On 7 May 2020, the Rafael del Pino Foundation organised an online dialogue entitled "The great pandemic: is freedom under threat?", with the participation of Adela Cortina, Professor of Ethics and Legal, Moral and Political Philosophy at the University of Valencia; Carlos Rodríguez Braun, Professor of History of Economic Thought at the Complutense University of Madrid, and Pedro Schwartz, Professor of Economics at the Camilo José Cela University. Adela Cortina began by warning that, when talking about the state, it is necessary to specify what kind of state we are talking about, because the state in China is not the same as the state in the United States or the European Union. In the case of the EU, it is a social democratic state governed by the rule of law, which tries to link the dimensions of democracy and freedom with a social element that is fundamental to its functioning. In this sense, there has recently been a deconsolidation of liberal democracy that may have been reinforced during the pandemic with further regression. Social fractures also contribute to this recession, which means that democracies may decline. There is no trade-off between democracy and freedom, but social fractures help liberal democracies to decline. With the pandemic, de-globalising tendencies have been increasingly favoured. In the face of globalisation, there have been nationalist and pro-independence reactions, of closing down. This is totally contrary to freedoms. The pandemic has reinforced nationalism and independence. People are increasingly seeking a certain security in more closed environments, which will accelerate the process of deconsolidation of liberal democracies, which is very bad news. The pandemic has occurred in a dictatorial country. Due to a lack of transparency and a failure to communicate in time what was happening, many more people have died than should have died. This is further proof that totalitarian states are unacceptable, that our great task is to achieve a social liberal democracy in which freedoms are lived, but also economic, social and cultural rights are respected. What we must do now is to strengthen this social liberal democracy and extend it universally, because it is the only way to ensure freedoms, social rights and transparency. Should the state occupy spaces that do not belong to it? Unfortunately, Adela Cortina fears that it should. That is why it is very important to make it very clear what the limits of the Constitution are, what are the contents that cannot be crossed in any way. Pedro Schwartz recalled what the then German Minister of Economics, Ludwig Erhardt, said to Hayek. Hayek was concerned about the term social market economy, to which Erhardt replied that he should not worry, because the market is social. The weak point of all that we have been building in our democracies is an ever-widening social net, which puts more and more in the hands of the authorities education, health care, the vital minimum, all those things we call social. This is what has been damaging democracy and the market. That's why going deeper into the social part is a profound mistake. It is unnecessary, dangerous for liberties and for the market. The social democratic idea of a social and market economy is an idea that has been failing and that, as the social part has been growing, more and more damage has been done to individual freedom and to the possibilities of growth and transformation. Europe has become a soft, beautiful, calm, secure continent, unable to do what needed to be done with the coronavirus. The state has failed with the coronavirus because it did not have a contingency fund, especially in some countries like Spain, Italy or France. What they had is debt. The social dimension has been exaggerated, it has gone too far and it hurts states. It was damaging to education, because it was of poor quality, to health and to everything that had to do with economic freedom. Carlos Rodríguez Braun indicated that, in effect, spaces had been occupied by the state. It was difficult to imagine a scenario to the contrary. All crises encourage states, all illiberal forces, to take advantage of the situation to legitimise the expansion of the state over freedoms. The question is whether we will later recover these freedoms that we have been losing. But there is a note of optimism. In these situations there is always talk of the crisis of freedom. The other day, a man said on television that the crisis of the coronavirus comes from capitalism. But the crisis comes from a communist country and the capitalist countries are trying to deal with it. There is always a tendency to think that it is capitalism, the market, freedom that is bad. But Carlos' feeling is not like that. With freedom, capitalism, the market, democracy, the old Mark Twin saying that the news of his death has been frankly exaggerated. Pedro Schwartz pointed out that much of the social progress, the improvement of the underprivileged classes, the situation of women, is not due to legislation, to intervention, but to the spontaneous movement of capitalism. Women have the possibility of being in the labour market thanks to the technical and social advances produced by the free market. Adela Cortina replied that everyone is always talking about capitalism in order to blame it or to re-found it. But today our subject is not capitalism. Linking it to the coronavirus crisis is nonsense. What has happened is unexpected and we had no knowledge about the spread of the virus and how to stop it. Sometimes things happen in life that have neither economic nor human causes. The big mistake is that it happened in a place where absolutely nothing was said and the lack of transparency is disastrous. In a democratic country someone can stand up and ask what is happening to us because in a free society these things do not happen so easily. In democratic societies there are no famines because there is always someone who criticises, who says that this cannot be. The issue is not capitalism, but freedom. But people must have a basis of livelihood to ensure that they can exercise their freedom. That has been the task of social democracy, to say that there are goods so basic that they cannot be left to the market because then people cannot exercise their freedom. The coronavirus shows, once again, that it is important to be prepared. It really has caught us all bewildered and unprepared, astonished that even the most powerful have no chance of countering the coronavirus. But now we have a lot of researchers looking at how we can have a vaccine, because it is a global problem. Pedro Schwartz responded by wondering what is going to happen next. Because people are saying we have to go back to the management system of the countries that are dangerous. More market, more economic freedom and less intervention is what we must defend, because there are times coming when people will take advantage of this to go backwards. The future lies in more freedom. Carlos Rodríguez Braun commented that fear is a powerful political lever because it tends to deactivate the impulse to freedom that we all have insofar as it terrorises us. Fear is a force against freedom and democracy because it inhibits our ability to make considered and correct choices. In order to talk about the dangers to freedom, we must incorporate fear and add that this social democracy, which is precisely what calms people's fears, can increase them to what extent. For example, there is a sudden collapse and tax revenue collapses. States then want no alternative but to raise taxes because they have a complicated horizon for public debt. A democracy that reassures its citizens should not have debt. The second point, which also has to do with fear, is why there is so little individual saving. Social democracies tend to discourage it. This is a tragedy because the person who saves is in a position to be less afraid than someone who is in the hands of power because he or she lacks the means or the savings. Pedro Schwartz stressed, in this respect, that it is a contradiction that pensions are paid for with debt. What was needed was to have saved something during the time when there was more income. Who is going to pay this debt? Not future generations because the average term of the debt today is seven years. We are going to pay it ourselves. In the end, taxes are going to be raised to pay for something that should be financed by savings. Adela Cortina referred to the dilemma between security and freedom. The two things can be perfectly reconciled. There are people who say that it is a dilemma that leads to the need to opt for security. Experts say that there seems to be a return to this desire for security that leads countries to totalitarianism because it gives the impression that a country like China, which has achieved the obedience of all its citizens, is more secure than one that leaves room for freedom. This is a false dilemma, but a freer country is safer than the other way around. When there is more freedom, more possibility for criticism, more transparency, there is more security. Moreover, totalitarian regimes are also inefficient even in sustaining life because they reap it when it suits them. That is why we must be very careful with these drifts towards the desire for security because this security dilemma is totally false. In this case of the coronavirus, it is being planted with great clarity. There are a number of people who are resorting to this type of pandemic to say that we must seek security. Then means of population control, such as artificial intelligence, would be wonderful and we could save their lives. Look, no. It is very important to see to what extent means that can be very helpful in some ways, can become means of real control of the whole citizenry. In some countries this is already happening and in others it may happen. This is one of the great issues we are entering into with de-escalation, in which there are more and more ways of knowing where those who can infect, those who cannot infect, where you can have them located. It is an issue that we have to study very carefully and be very careful lest one day we realise that we are being studied by the police. In Spain, people have been extraordinarily mature rather than fearful. What we have is enormous confusion because not even the specialists know very well what to do. The only thing people do is follow orders because they have no alternative. They have followed the guidelines when they have seen that it was reasonable, they have not obeyed the arbitrary. We are not prepared to obey what is arbitrary, but what is reasonable. That's why we have to give people reasons and explain. If de-escalation is done in one way, explain why. That is promoting freedom. He also insisted that a social base is fundamental, and even more so with the unemployment that is going to come our way. The coronavirus has created a terrible situation and, in addition, there are more and more people who cannot find jobs because they do not have the necessary skills and do not even have the level. Pedro Schwartz responded that one thing to bear in mind in this discussion is the unintended effects. What happens with good intentions is that you get the opposite. For example, the decision to have a high minimum wage, or to have a social minimum income for everybody, causes unemployment. This contradiction between good intentions and bad consequences is the main criticism of this social dimension. Carlos Rodríguez Braun pointed out that we always want all freedoms, political, economic and civic. The problem is when they collide. The question of the social and democratic rule of law has problems and contradictions. Freedom can suffer to the extent that there is a dynamic that leads the state to grow. This is what we have seen in our time, paradoxically because democracy means that the people choose. The very dynamics of modern democracy have led us to states that are getting bigger and bigger, regardless of crises, and therefore conspire against economic freedoms. There is a contradiction here because people like to use their assets as they see fit. Democracy is the greatest legitimiser that political power has ever had and the proof is how states have grown without popular protests to raise taxes, because people do not want to pay more taxes. Adela Cortina believes that the issue of democracy and freedom is fundamental, because they are not opposed to each other. Moreover, the only way to realise political and civil liberties is through democratic government. Democracy is the least bad of all possible systems of government. But what we mean by individual autonomy and popular sovereignty have been at odds with each other from the beginning. The question is how do we get a political organisation in which everyone can realise their autonomy if not through some kind of sovereignty, which, in the end, is representative government. We elect representatives to make decisions for us as long as we can control them. That's where the point is when Benjamin said that as countries grow and people get richer, they appoint their administrators to run their public affairs so that they don't have to deal with them directly, so that they can devote themselves to what they are interested in, which is private life. But, in the end, he warned that, if you put everything in their hands and do not control them, one day even their private freedom will have been taken away from them. There is no better way to realise civil and political liberties than in a democratic society in which you elect representatives who are held accountable and who are not left to take a series of measures in time of pandemic that are irreversible. There is no way to organise a political system in which citizens can be free except through a democratic society, which does not mean majority rule, but how majorities are generated, whether through debate, deliberation and so on, or through manipulation and deception, and then how politicians are held to account. That is essential to understanding where we are. Political freedom consists of being able to participate in public issues, to be able to make demands on public issues, and for that we need the most important thing in a country: a lucid and mature citizenry. For Pedro Schwartz, the key to this issue is that we have appointed administrators who turn out to be unfaithful. Their unfaithfulness has consisted in the fact that, under the pretext that they have a majority, they are increasing the area in which they rule. The current state is getting bigger and bigger and only stops growing when economic growth starts to fall, when people are poorer. This has happened, for example, with the state in Sweden, when there was so much state intervention that, in the end, they decided to appoint a government to try to stop the growth of the state somewhat. The fundamental issue of representation is that we are represented by a well-considered, well-discussed system, and that the state does not go too far. The essential issue in a democracy is how to prevent the state from growing. Keynes said that if state spending went beyond 25% of national output, freedom would end. Now we are at 45%, 50%, 52% and it is claimed that other countries in Europe spend more. The fundamental question is how to reduce the state, because it is financed by our taxes and taxes are a way of reducing our freedoms. Adela Cortina agreed that the state does not have to be a big state. But, at the moment we are in a situation that is going to be terrible, because the number of unemployed has increased atrociously, the number of companies that have had to close is terrifying. At the moment we have to use our strengths to try to see how to solve the problems, because it is not at all easy. If we talk about a minimum income, the last thing we should be talking about is one of those populist cribs that stop people from working, but that will secure their vote. That has to be avoided by all means. You can't build a country like that, or in that way. But at the moment, with the level of poverty and misery that exists, which will need to be supported, Adela Cortina sees very clearly that the state has to be social. What we must not allow in any way is to take advantage of the situation to make the state grow beyond constitutional limits, to occupy spaces that do not belong to it, to make issues by decree that do not belong to it. The limits must be clearly defined. It is one thing to have a situation of exception, in which you cannot abandon helpless people, but you must not enshrine that situation. This is where the political parties of the opposition and the citizens have to be very vigilant, realising whether or not they are being occupied, so that we do not find that one day even our private freedoms have been taken away from us. Carlos Rodríguez Braun referred to civil liberties. The idea of threat is visible in privacy. When you see the capacity of states to control us, it makes any liberal shudder. It's like 1984 (George Orwell's dystopian novel), where television is not used to watch but to be watched, monitored and controlled. This is reinforced in the pandemic, with the citizen permanently asking the state for authorisation, because the state controls the citizen in what he does, just the opposite of what a free society should be. What is true for opinions is also true for the economy. The invasion of the state will tell you how much you have to produce, what things you have to produce, whether it is going to close the economy because one activity or another has to be protected. These two issues can be linked in the sense that the expansion of the state is legitimised. But it seems to me that there is a popular reaction, a protest by the people against the invasion of their private lives. Adela Cortina commented that the EU has produced a series of documents on the use of artificial intelligence that are very interesting because they defend the individual's right to privacy, the right to intimacy. This is something that must be made known and the right to privacy is a right that must be respected above all else. When you get into the issue of the pandemic, it is a very sensitive issue. There are scientists who are working with artificial intelligence to try to see how to get out of the impasse and it is not easy to try to see how to avoid contagion using these means, but there may come a time when we go beyond respect for privacy. This is not an ideological issue, but a technical problem where we have to try to look at respecting people's privacy. But there is another freedom that can be quite damaged in times of pandemic, which is freedom of expression, because there is the world of networks and measures can be taken to curb freedom of expression. You can't agree with that because you can't curb freedom of expression at all. To curb freedom of expression in any country is to put an end to what is most radical in human beings. It is unacceptable to take advantage of pandemic times to limit freedom of expression. Pedro Schwartz added that there is one area where there is not as much sensitivity to personal freedoms, and that is education. Certain ideologies enter into what is taught in schools and high schools. They decide, especially nationalism, what is to be taught, how history is taught and what is said about what is happening in society. But that is not all. Our entire education system is subject to intervention, intervention by those people who do not consent to a different way of looking at education. What is this about textbooks being decided by a directorate-general? That is something that nobody has to decide. There is a decision that it is very necessary for someone to monitor what children are taught, and that is not for families to decide. Carlos Rodríguez Braun pointed out that the situation strengthens anti-liberal forces. Protectionist forces have emerged. But if you compare this protectionist wave with any time in the past, it is incomparable. In the 1930s the economies of the world were shut down. The United States was shut down. England, the mother of free trade, was closed. Interventionism at the microeconomic level was of a depth that we cannot imagine. Now, indeed, illiberal forces are returning, but on a much smaller scale. Trump launches protectionist speeches and is rebutted by public opinion. In the 1930s, when the government shut down the American economy, everyone was in favour. Not now. In Spain there have been attempts to move forward on markets, price controls. As soon as this discussion appeared, dissenting voices began to appear, warning that it was better not to control the economy because we already have experience of what happens in fascist countries, in communist countries, where everything is regulated and things go wrong. There is a little reason for optimism there. Pedro Schwartz also said that the current situation is better than in the past, except for some moments in the 19th century. But it is important to know and not to say that free trade has been the main way to reduce poverty. Poverty has not been reduced by NGOs. Poverty and inequality in the world have been reduced by free trade. The UN Security Council has said so. In 1990, 47% of the world's people lived on less than two dollars a day. Now we are told by the UN that it is 14% in 2010. Economic freedom is the main way to reduce poverty and inequality. If people eat, that is what reduces inequality. The level of poverty has gone down a lot despite the increase in population. We don't finish telling people that. Poverty and inequality are not increasing, quite the opposite, thanks to free trade. Adela Cortina added that protectionism solves neither economic nor political issues. But the coronavirus has shown us, once again, the interdependence that exists between everyone on Earth. In some cases, that interdependence leads to countries being highly dependent on each other for some very fundamental goods, making freedom quite difficult. The EU is dependent on other countries for such fundamental issues as antibiotics, for which we are totally dependent on China, face masks, etc. Doesn't the EU need to be somewhat self-sufficient? If we don't have enough pharmaceutical companies, and we are always depending on others, we are slaves, servants of others. Pedro Schwartz criticised this view with the example of a pencil, where the EU depends on the outside for graphite, wood, glue and, if it has a metal with an eraser, that eraser might come from Burma. In everything we depend on others and that is called trade. What Adela Cortina advocates, she said, is public intervention in production and limiting what we trade with others. It is a sensible voice, but it goes in the direction of limiting economic freedom. Carlos Rodríguez Braun added that Adela's opinion is a fairly generalised way of thinking that appeals to common sense. The problem is that common sense sometimes leads us to make mistakes in economic matters. The rhetoric used by Adela is denigratory towards buying abroad, saying "we are in the hands of". These are not the relationships that exist in a free society, and the moment they are restricted, people's freedom is curtailed. Adela Cortina clarified that one has to buy and sell. But there are a series of substantial goods that a country has to have a certain degree of self-sufficiency. Otherwise, in the end you have to bow to whatever the other wants. You have to have free hands to be able to make decisions at certain times. Carlos Rodríguez Braun ended by recalling a great liberal thinker, Anthony de Jasay, who said that the state will limit itself when it suits it. He described in very few words a certain logic of the politics of freedom that should be analysed, instead of thinking that the state is exogenously limited. No constitution has ever guaranteed any freedom, because freedom is not in the laws but in the hearts of women and men. But if the state can limit itself in its own interest, then the question of public opinion comes in, which is always necessary for freedom of expression. Public opinion can change and Carlos's hope is that there are some trends that point to a greater appetite for freedom and less tolerance for the incursions of political and legislative power into our freedoms as a whole. Pedro Schwartz's optimism stems from technology. The technological advances we are seeing, as negative as they may be, are giving power back to individuals. Those technologies that may now seem disruptive to our habits are becoming easier to use and that is giving us more freedoms. Such technology always produces fear. It did so in the 19th century when it began to be used to replace human labour. But we humans learn new ways of producing. The freedom to speak increases because we have the technology. Finally, more than optimism about the future, Adela Cortina is interested in virtues, which are those habits that are worked on day by day, that are exercised day by day and that are excellences of character. He thinks that one excellence of character is very important, and that is hope, because hope brings with it commitment. It is not a question of thinking about whether the future is going to go well or badly, but whether we are committed to it going well. There are many things in the hands of freedom and responsibility, and if we take responsibility for our future, and try to make things go better, there is hope that things will go well. Increasingly, there is an enlightened, lucid citizenry that realises that things have to change. Then there is that side that must also be taken into account, which is habits. In this sense, there is hope that things will go better because there is a large number of people who can generate these habits and who will not allow anyone to take away our freedom because, together with solidarity, this is the most interesting thing we have.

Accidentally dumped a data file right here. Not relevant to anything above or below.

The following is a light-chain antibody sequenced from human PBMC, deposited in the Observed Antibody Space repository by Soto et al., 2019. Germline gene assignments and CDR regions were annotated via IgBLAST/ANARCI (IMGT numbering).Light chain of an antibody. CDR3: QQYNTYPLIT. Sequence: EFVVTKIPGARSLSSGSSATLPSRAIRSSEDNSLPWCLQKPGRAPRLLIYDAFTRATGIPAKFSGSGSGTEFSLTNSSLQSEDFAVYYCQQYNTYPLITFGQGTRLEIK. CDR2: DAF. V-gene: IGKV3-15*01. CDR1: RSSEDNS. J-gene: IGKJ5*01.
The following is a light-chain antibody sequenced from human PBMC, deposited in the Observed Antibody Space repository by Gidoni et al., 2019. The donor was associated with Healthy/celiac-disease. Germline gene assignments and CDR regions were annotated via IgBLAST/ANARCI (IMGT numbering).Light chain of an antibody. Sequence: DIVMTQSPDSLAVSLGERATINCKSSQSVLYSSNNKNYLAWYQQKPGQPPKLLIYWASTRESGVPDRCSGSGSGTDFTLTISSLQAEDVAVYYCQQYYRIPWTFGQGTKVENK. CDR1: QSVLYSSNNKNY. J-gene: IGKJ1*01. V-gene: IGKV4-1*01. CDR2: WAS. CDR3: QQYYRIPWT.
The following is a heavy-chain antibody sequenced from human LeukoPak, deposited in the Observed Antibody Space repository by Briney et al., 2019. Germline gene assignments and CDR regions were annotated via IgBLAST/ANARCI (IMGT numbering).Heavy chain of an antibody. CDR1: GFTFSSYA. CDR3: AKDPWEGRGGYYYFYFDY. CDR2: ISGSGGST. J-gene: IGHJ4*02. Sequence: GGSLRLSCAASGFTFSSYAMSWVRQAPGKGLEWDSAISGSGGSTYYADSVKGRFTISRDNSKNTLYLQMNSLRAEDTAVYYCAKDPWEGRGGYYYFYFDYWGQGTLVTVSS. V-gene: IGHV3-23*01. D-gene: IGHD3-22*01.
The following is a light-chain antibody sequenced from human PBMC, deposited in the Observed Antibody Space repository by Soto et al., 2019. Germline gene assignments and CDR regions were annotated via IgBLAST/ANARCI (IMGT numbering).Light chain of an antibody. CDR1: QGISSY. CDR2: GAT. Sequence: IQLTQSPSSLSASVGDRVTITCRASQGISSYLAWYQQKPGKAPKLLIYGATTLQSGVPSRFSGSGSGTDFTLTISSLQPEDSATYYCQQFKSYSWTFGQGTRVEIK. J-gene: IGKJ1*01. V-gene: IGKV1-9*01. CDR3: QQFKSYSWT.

The Rafael del Pino Foundation is not responsible for the comments, opinions or statements made by the people who participate in its activities and which are expressed as a result of their inalienable right to freedom of expression and under their sole responsibility. The contents included in the summary of this conference, written for the Rafael del Pino Foundation by Professor Emilio González, are the result of the debates held at the meeting held for this purpose at the Foundation and are the responsibility of the authors.

The Rafael del Pino Foundation is not responsible for any comments, opinions or statements made by third parties. In this respect, the FRP is not obliged to monitor the views expressed by such third parties who participate in its activities and which are expressed as a result of their inalienable right to freedom of expression and under their own responsibility. The contents included in the summary of this conference, written for the Rafael del Pino Foundation by Professor Emilio J. González, are the result of the discussions that took place during the conference organised for this purpose at the Foundation and are the sole responsibility of its authors.